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Ever wonder why so many critical, lifesaving radar applications operate in X-band?

You may have never noticed, but X-band is all around you. Many police speed-trap radars used to enforce safe speeds, and even air traffic control radars used for aircraft collision avoidance, all operate in X-band. Not only that, but critical military applications, such as the Department of Defense’s own Wideband Global Satellite (WGS) constellation, ballistic missile defense applications such as Raytheon’s venerable AN/TPY-2 early warning radar, Missile Defense Agency’s SBX-1 (Sea Based X-band Radar), and NASA’s Deep Space Network connecting engineers to the Mars missions all utilize X-band. This isn’t by accident. It’s physics, and it’s very intentional: X-band has a unique ability to handle high rates of data throughput while also being extremely resistant to atmospheric attenuation. And it does all of this exceptionally well from small, lightweight (18″ and under) mobile SATCOM terminals.


High Data Throughput. As the above infographic demonstrates, lower radio frequencies simply cannot achieve the higher data rates required for today’s data, imagery, and HD video needs, and are thus generally reserved for low-throughput, all-weather voice or data communications. X-band’s unique combination of properties permit it to easily handle voice, data, imaging, and high-resolution video – just as it permits high-resolution returns on aircraft and missile radar paints.

High Resistance to Atmospheric Attenuation. It is widely accepted that radio frequencies above 10 GHz attenuate dramatically due to atmospheric conditions such as high humidity, rain, thunderstorms – even sandstorms and airborne dust. Because X-band attenuates far less rapidly in adverse weather, less power and bandwidth is needed to close and maintain a communications link. Given the attenuation issues with Ku-band (12-18GHz) and Ka-band (26.5–40 GHz), using these bands suddenly becomes much less appealing during critical military operations or whenever lives are on the line. By eliminating the effects of weather, the warfighter has increasing certainty and advantage on the battlefield.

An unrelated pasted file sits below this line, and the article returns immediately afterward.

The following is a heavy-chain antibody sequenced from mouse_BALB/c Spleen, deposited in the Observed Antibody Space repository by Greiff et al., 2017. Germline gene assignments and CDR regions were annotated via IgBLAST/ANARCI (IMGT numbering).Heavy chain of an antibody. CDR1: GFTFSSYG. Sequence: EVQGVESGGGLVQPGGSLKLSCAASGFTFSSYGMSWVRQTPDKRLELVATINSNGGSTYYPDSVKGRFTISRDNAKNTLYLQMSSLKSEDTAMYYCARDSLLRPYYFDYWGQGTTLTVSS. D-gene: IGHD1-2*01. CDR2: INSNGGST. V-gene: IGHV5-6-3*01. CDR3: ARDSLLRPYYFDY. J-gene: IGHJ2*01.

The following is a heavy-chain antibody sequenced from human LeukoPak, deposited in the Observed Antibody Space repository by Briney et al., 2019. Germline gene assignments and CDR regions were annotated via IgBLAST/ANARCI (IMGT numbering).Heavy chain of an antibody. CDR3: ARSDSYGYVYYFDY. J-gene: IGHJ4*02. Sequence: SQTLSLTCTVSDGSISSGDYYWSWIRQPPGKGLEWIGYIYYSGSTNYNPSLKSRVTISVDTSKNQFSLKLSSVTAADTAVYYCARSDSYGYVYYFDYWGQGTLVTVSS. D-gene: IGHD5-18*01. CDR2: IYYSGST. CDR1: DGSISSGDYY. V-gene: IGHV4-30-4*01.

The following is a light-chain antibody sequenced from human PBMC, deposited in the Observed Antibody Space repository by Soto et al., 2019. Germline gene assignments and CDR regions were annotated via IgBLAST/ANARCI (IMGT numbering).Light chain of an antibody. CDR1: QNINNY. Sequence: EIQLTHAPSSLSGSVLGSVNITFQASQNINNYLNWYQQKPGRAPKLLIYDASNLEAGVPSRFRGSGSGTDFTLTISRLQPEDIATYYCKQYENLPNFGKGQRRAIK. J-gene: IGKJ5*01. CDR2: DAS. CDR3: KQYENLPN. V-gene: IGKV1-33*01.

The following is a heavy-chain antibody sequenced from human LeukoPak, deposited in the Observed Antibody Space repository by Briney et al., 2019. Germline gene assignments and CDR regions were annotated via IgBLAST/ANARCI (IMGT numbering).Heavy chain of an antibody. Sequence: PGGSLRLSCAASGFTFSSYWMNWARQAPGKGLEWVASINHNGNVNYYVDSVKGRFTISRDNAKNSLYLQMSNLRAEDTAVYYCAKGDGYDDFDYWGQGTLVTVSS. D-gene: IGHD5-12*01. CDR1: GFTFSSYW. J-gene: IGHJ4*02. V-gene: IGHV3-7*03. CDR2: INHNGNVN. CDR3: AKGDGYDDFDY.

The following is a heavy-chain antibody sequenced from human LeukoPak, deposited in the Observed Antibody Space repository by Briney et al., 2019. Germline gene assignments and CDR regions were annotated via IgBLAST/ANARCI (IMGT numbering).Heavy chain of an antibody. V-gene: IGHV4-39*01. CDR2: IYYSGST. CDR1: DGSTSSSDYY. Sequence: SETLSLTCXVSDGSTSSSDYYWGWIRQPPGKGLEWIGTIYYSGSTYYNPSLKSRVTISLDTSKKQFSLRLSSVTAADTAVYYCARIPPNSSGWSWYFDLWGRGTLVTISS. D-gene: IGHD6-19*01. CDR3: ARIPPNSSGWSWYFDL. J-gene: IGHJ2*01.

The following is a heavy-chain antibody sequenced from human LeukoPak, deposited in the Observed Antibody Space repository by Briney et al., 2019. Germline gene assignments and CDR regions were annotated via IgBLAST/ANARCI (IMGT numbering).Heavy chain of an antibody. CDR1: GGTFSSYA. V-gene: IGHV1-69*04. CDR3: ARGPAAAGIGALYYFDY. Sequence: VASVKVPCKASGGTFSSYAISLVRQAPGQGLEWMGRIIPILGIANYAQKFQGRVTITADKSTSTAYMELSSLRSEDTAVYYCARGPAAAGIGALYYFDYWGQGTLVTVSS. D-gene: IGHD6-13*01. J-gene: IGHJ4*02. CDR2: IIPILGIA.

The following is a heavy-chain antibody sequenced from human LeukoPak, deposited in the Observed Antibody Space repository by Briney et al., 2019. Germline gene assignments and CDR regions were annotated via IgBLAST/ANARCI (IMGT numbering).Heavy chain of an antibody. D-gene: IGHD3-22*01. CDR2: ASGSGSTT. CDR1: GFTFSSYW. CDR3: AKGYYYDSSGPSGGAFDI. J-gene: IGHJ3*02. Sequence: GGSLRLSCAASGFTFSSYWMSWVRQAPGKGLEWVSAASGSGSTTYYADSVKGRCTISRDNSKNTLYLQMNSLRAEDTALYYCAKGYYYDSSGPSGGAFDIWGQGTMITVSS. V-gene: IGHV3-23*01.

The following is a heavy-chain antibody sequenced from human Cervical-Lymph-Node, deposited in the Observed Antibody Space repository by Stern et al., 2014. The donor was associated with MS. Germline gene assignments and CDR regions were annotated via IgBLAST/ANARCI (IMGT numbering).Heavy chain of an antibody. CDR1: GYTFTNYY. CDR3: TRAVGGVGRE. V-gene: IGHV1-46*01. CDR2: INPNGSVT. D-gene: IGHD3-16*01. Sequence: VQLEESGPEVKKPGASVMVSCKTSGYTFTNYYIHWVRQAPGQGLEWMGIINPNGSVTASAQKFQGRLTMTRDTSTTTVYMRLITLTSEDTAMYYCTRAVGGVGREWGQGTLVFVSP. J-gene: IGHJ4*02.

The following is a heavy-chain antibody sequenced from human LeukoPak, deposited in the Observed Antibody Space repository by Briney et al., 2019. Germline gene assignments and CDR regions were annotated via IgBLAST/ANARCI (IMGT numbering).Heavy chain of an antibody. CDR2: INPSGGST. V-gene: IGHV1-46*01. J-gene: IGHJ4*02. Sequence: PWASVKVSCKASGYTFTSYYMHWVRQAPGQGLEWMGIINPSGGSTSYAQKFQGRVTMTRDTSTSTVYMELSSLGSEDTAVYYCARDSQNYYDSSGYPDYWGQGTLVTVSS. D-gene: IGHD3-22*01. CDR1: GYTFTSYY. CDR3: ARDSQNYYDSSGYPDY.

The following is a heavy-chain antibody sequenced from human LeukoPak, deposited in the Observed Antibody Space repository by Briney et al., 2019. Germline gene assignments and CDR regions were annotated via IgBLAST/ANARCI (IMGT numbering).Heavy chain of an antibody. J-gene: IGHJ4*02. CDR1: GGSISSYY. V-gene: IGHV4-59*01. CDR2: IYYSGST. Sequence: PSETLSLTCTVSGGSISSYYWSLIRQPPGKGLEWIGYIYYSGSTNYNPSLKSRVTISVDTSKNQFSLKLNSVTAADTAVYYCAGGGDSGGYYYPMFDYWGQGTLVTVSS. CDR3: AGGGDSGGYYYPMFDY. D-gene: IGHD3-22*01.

Excels with Small SATCOM Terminals. X-band satellites are spaced a minimum of 4* apart. This wide spacing permits the use of smaller terminals operating at higher power – and higher efficiency – than Ku- and Ka-band. Translated, X-band’s efficiencies permits higher throughput using less bandwidth (and cost) to close a link. Using the same sub-meter terminal, X-band naturally achieves much greater efficiencies than Ku- or Ka-band – achieving .64 bits/Hz in X-band compared to only .26 bits/Hz in Ku- pushed through a High Throughput Satellite.

Conclusion. X-band occupies a strategic position in the radio spectrum, and is reserved for government and military use for a reason. It is highly efficient at handling voice, data, imagery, and HD video, while being extremely resistant to atmospheric attenuation. Consequently, X-band systems are everywhere, and are utilized in the most mission-critical, lifesaving, and mobile applications, clearly helping police distinguish speeding cars during pouring rain, civilian aircraft approaching an airport for landing during snowstorms, and even incoming enemy aircraft and ballistic missiles flying at supersonic speeds. It is also used by military forces for communications purposes while operating in some of the toughest weather conditions on the planet. It is no wonder that X-band is one of only two RF bands on the Dept of Defense’s own Wideband Global SATCOM constellation.

X-band’s performance is so good, it is literally everywhere.